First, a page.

16 Martyrs of Japan

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16 Japanese Martyrs
Died 1633 - 1637
Nagasaki, Japan
Venerated in Roman Catholic Church
Anglican Church
Lutheran Church
Beatified 18 February 1981, Manila, Philippines by Pope John Paul II
Canonized 18 October 1987, Saint Peter's Square, Vatican City by Pope John Paul II

The Martyrs of Japan (日本の殉教者, Nihon no junkyōsha) were Christians who were persecuted for their faith in Japan, mostly during the 17th century.

Early Christianity in Japan[edit]

Christian missionaries arrived with Francis Xavier and the Jesuits in the 1540s and briefly flourished, with over 100,000 converts, including many daimyōs in Kyushu. The shogunate and imperial government at first supported the Catholic mission and the missionaries, thinking that they would reduce the power of the Buddhist monks, and help trade with Spain and Portugal. However, the Shogunate was also wary of colonialism, seeing that the Spanish had taken power in the Philippines, after converting the population, it soon met resistance from the highest office holders of Japan.[1] Emperor Ogimachi issued edicts to ban Catholicism in 1565 and 1568, but to little effect. Beginning in 1587 with imperial regent Toyotomi Hideyoshi’s ban on Jesuit missionaries, Christianity was repressed as a threat to national unity,[2] after the Tokugawa shogunate banned Christianity in 1620, it ceased to exist publicly. Many Catholics went underground, becoming hidden Christians (隠れキリシタン, kakure kirishitan), while others lost their lives. Only after the Meiji Restoration, was Christianity re-established in Japan.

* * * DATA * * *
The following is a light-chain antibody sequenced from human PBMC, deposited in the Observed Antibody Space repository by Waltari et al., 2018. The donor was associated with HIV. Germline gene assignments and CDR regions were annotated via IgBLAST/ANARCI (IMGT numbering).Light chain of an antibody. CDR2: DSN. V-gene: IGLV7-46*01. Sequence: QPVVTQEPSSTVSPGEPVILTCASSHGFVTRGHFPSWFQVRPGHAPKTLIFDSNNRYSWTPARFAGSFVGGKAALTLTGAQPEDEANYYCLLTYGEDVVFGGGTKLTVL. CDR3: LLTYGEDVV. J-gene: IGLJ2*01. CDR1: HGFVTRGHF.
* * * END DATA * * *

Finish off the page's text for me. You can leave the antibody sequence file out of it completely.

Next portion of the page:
The first group of martyrs, known as the Twenty-Six Martyrs of Japan (1597), were canonized by the Church in 1862 by Pope Pius IX, the same pope beatified the second group, known as the 205 Martyrs of Japan (1598–1632), in 1867.[3]

16 Martyrs of Japan (1633–1637)[edit]

Another group of martyrs were investigated by the Vatican Curia's Congregation for the Causes of Saints (CCS) in 1980 and were beatified on 18 February 1981.[4] Pope John Paul II canonized these 16 Martyrs of Japan as saints on 18 October 1987. This group is also known as Lorenzo Ruiz, Dominic Ibáñez de Erquicia Pérez de Lete, Iacobus Tomonaga Gorōbyōe, and 13 companions.[5]

Ordained Martyrs[edit]

Dominican Priests[edit]

Foreign Missionaries[edit]

Japanese[edit]

Martyred Laity[edit]

Dominican Laity[edit]

Japanese Cooperator Brother[edit]

Foreign Missionaries – Confraternity of the Holy Rosary[edit]

Japanese Tertiaries[edit]

  • Saint Marina of Omura – 11 November 1634. A woman who assisted the missionaries in Japan, she was arrested in 1634 and burned alive.[5]
  • Saint Magdalene of Nagasaki – 16 October 1634

Christian Laity[edit]

Japanese Catechist[edit]

Japanese[edit]

See also[edit]

Notes[edit]

  1. ^ Brodrick, James (1952). Saint Francis Xavier (1506–1552). London: Burns, Oates & Washbourne Ltd. p. 558. 
  2. ^ Jansen, Marius (2000). The Making of Modern Japan. Harvard University Press. 
  3. ^ Martyrs of Japan (1597–1637) at Hagiography Circle
  4. ^ USCCB (Office of Media Relations) – Beatifications During Pope John Paul II’s Pontificate
  5. ^ a b Office of Papal Liturgical Celebrations (October 18, 1987). "Lawrence Ruiz, et al". vatican.va. Retrieved September 29, 2017. 

External links[edit]